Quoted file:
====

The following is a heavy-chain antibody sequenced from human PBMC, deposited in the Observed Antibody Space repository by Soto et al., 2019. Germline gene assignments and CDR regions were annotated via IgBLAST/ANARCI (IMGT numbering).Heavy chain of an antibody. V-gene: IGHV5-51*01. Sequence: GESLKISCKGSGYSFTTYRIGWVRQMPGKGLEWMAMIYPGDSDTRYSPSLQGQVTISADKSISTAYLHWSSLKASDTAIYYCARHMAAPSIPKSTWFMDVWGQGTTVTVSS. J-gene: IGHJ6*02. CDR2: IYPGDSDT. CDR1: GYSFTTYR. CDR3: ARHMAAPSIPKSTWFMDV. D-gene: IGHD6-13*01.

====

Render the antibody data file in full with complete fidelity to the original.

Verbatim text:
The following is a heavy-chain antibody sequenced from human PBMC, deposited in the Observed Antibody Space repository by Soto et al., 2019. Germline gene assignments and CDR regions were annotated via IgBLAST/ANARCI (IMGT numbering).Heavy chain of an antibody. V-gene: IGHV5-51*01. Sequence: GESLKISCKGSGYSFTTYRIGWVRQMPGKGLEWMAMIYPGDSDTRYSPSLQGQVTISADKSISTAYLHWSSLKASDTAIYYCARHMAAPSIPKSTWFMDVWGQGTTVTVSS. J-gene: IGHJ6*02. CDR2: IYPGDSDT. CDR1: GYSFTTYR. CDR3: ARHMAAPSIPKSTWFMDV. D-gene: IGHD6-13*01.